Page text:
Brands are failing to engage Mums

Brand agency

New research from the UK suggests that Brands who are marketing to mothers are generally failing to engage their audience.

Far from creating strong motherly bonds, brands are actually repelling their target audience. The research highlights that marketers are relying on out dated stereo types and lack real emotional insight into their audience. They appear to assume that once a women becomes a mum, she fits nicely into one homogeneous group. As a result, marketers are continuing to perpetuate ridiculous ideals that many women feel are judgemental and sexist.

The category seems to wide open for smart brands who want to create a truer, deeper brand connection.

Marketing Magazine recently worked with FanFinders – the owner of Your Baby Club, the UK’s fastest growing mum and baby community – to gain insight into what mums think of brands that target them.

After surveying 5,330 mothers, the results show marketers need to work much harder if they really want mothers to engage with their brand.

Overall, the survey shows that brands need to stop trying to pigeon hole mothers into one tribe. In particular, marketers need to invest in understanding the women, not focus on the role of motherhood.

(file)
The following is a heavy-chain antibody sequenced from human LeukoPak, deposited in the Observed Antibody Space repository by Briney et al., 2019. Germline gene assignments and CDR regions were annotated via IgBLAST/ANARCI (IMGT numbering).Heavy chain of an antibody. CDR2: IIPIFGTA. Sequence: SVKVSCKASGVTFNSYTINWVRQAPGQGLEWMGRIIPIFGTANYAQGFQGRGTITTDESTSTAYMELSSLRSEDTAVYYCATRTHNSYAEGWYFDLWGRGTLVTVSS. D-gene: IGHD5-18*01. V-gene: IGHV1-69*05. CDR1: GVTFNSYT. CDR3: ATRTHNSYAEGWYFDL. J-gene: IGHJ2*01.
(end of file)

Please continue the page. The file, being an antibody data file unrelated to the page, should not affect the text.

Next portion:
The highlights of the research:

– 35% of mothers feel ‘pigeonholed’ by brands

– 46% feel marketing places pressure and presents unrealistic ideals

– 28% feel marketing to mothers is sexist

– 32% feel most marketing to mothers is patronising

– 87% feel brands should incorporate fathers more in marketing

The research was originally published in Marketing Magazine’s ‘Marketing to Mums is broken’. The article also features industry comment on what brands should be doing differently.

One of the obvious battlegrounds may be in the creative departments of the big agencies. Roisin Donnelly, brand director, Northern Europe, at Procter & Gamble, points out that that only 3% of creative directors are women. “There aren’t enough female creatives and there aren’t enough creatives that are mums. If we changed this, we would do a better job”, she says.

It is likely that this research focuses on mainstream brands who dominate the main marketing channels. It also perhaps reinforces why challenger brands, often started by frustrated mums themselves, realise the importance of targeting a niche audience. They truly get their ‘tribe’ of like-mined mothers, give them something they crave and as a result, will continue to get a larger slice of the pie as they can continue to build their presence in the market.

Michael Hughes
Managing Partner, Strategy

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